indolence. Let the crisis be favourable,
and resume your natural energy.
Instead of suffering the imagination to
dwell with unavailing sorrow on the
past, let us turn our attention towards
the future. When an evil is irremediable,
let us acknowledge and bear it—acknowledge
it—for there is no power to
which we submit so certainly, as to necessity.
With our hopes, our wishes
cease. Imagination has a contracting,
as well as an expansive faculty. The prisoner, D5v 42
prisoner, who, deprived of all that we
conceive to constitute the pleasures of
life, could interest or occupy himself
with the labours of a spider, was certainly
a philosopher. He enjoyed all
the means of happiness that were left
in his power.

I know, my dear lady V――, that
words have little effect over grief; and
I do not, I assure you, mean to insult
you with the parade of stoical philosophy.
But consider, your error is
not perhaps so great as you imagine.
Certainly, they who at the beginning of
life, can with a steady eye look through
the long perspective
of distant years, who
can in one view comprise all the different
objects of happiness and misery,
who can compare accurately and justly estimate D6r 43
estimate their respective degrees of importance;
and who, after having
formed such a calculation, are capable
of acting uniformly, in consequence of
their own conviction, are the wisest, and
as far as prudence can influence our
fortune, the happiest of human beings.
Next to this favoured class, are those
who can perceive, and repair their own
errors; who can stop at any given
period, to take a new view of life. If
unfortunate circumstances have denied
you a place in the first rank, you may,
dear Julia, secure yourself a station in
the second. Is not the conduct of a
woman, after her marriage, of infinitely
more importance than her previous
choice, whatever it may have been? then D6v 44
then now consider what yours should
be.

You say, that it is easier to break
a chain than to stretch it; but, remember
that when broken, your part of the
chain, Julia, will still remain with you,
and fetter and disgrace you through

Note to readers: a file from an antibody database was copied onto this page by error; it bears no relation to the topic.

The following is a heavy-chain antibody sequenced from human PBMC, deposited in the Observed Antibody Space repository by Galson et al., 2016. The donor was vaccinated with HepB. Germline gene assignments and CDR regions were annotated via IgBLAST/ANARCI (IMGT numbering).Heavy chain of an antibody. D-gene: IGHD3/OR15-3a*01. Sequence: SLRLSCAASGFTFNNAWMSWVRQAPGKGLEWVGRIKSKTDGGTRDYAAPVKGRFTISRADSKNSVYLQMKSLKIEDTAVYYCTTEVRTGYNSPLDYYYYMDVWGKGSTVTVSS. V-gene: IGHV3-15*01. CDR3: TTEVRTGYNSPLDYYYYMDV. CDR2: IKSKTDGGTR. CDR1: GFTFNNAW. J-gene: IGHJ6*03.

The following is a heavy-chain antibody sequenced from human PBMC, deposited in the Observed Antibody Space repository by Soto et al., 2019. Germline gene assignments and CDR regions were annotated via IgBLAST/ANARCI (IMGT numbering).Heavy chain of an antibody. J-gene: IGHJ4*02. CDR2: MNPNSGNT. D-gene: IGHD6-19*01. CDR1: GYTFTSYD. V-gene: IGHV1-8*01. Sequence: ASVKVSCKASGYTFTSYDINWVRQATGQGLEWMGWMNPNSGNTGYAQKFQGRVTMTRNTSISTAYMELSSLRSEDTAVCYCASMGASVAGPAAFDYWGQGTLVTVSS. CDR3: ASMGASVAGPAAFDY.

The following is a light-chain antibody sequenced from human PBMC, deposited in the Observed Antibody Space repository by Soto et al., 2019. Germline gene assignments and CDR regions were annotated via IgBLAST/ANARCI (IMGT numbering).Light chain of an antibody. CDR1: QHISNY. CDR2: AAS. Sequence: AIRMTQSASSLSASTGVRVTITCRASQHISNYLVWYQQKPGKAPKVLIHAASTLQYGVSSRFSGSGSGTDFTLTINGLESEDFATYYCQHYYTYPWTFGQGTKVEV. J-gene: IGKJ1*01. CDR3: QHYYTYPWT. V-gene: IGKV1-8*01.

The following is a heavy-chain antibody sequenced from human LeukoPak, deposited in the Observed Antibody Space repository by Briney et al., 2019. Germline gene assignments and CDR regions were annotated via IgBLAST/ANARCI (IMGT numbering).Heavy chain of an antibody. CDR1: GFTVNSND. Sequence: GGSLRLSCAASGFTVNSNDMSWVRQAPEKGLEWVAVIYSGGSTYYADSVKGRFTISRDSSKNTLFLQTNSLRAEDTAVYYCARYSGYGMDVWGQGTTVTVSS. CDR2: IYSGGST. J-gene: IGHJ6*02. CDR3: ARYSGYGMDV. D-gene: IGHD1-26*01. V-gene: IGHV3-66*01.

life. Why should a woman be so circumspect
in her choice? Is it not because
when once made she must abide
by it. “She sets her life upon the
cast, and she must stand the hazard of
the die.”
From domestic uneasiness a
man has a thousand resources; in middling
life, the tavern; in high life, the
gaming table suspends the anxiety of
thought. Dissipation, ambition, business,
the occupation of a profession; change
of place; change of company, afford him agreeable D7r 45
agreeable and honourable relief from
domestic chagrin. If his home become
tiresome, he leaves it—If his
wife become disagreeable to him, he
leaves her, and in leaving her loses
only a wife. But what resource has a
woman?—Precluded from all the occupations
common to the other sex, she
loses even those peculiar to her own.
She has no remedy, from the company
of a man she dislikes, but a separation;
andthis remedy, desperate as it is,
is allowed only to a certain class of women
in society; to those whose fortune
affords them the means of subsistence,
and whose friends have secured to
them a separate maintenance. A peeress
then probably can leave her husband
if she wish it; a peasant’s wife can- D7v 46
cannot; she depends upon the character
and privileges of a wife for actual subsistence.
Her domestic care, if not her
affection, is secured to her husband;
and it is just that it should. He sacrifices
his liberty, his labour, his ingenuity,
his time, for the support and protection
of his wife; and in proportion
to his protection, is his power.

In higher life, where the sacrifices of
both parties in the original union are
more equal, the evils of a separation
are more nearly balanced. But even
here, the wife who has hazarded least
suffers the most by the dissolution of
the partnership; she loses a great part of
her fortune, and of the conveniences and
luxuries of life. She loses her home—
her rank in society. She loses both the repellant D8r 47
repellant and the attractive power of a
mistress of a family. “Her occupation
is gone.”
She becomes a wanderer
through life. Whilst her youth
and beauty last, she may enjoy that
species of delirium, caused by public
admiration: fortunate if habit does not
destroy the power of this charm, before
the season of its duration expire. It
was said to be the wish of a celebrated
modern beauty, “that she might not
survive her nine and twentieth birthday.”
I have often heard this wish
quoted, from its extravagance; but I
always admired it for its good sense.
The lady foresaw the inevitable doom
of her declining years. Her apprehensions
for the future embittered even
her enjoyment of the present; and she 2 had D8v 48
had resolution enough to offer to take a